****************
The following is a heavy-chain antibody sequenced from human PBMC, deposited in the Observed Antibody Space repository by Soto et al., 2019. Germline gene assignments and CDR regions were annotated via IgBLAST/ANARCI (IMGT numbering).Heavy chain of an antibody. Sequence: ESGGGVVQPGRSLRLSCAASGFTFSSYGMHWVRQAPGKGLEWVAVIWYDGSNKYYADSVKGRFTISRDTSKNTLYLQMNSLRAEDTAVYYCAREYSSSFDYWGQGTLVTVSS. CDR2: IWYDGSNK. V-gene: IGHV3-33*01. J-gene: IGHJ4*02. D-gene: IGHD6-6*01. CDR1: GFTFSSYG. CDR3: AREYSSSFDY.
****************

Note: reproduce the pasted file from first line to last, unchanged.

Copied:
The following is a heavy-chain antibody sequenced from human PBMC, deposited in the Observed Antibody Space repository by Soto et al., 2019. Germline gene assignments and CDR regions were annotated via IgBLAST/ANARCI (IMGT numbering).Heavy chain of an antibody. Sequence: ESGGGVVQPGRSLRLSCAASGFTFSSYGMHWVRQAPGKGLEWVAVIWYDGSNKYYADSVKGRFTISRDTSKNTLYLQMNSLRAEDTAVYYCAREYSSSFDYWGQGTLVTVSS. CDR2: IWYDGSNK. V-gene: IGHV3-33*01. J-gene: IGHJ4*02. D-gene: IGHD6-6*01. CDR1: GFTFSSYG. CDR3: AREYSSSFDY.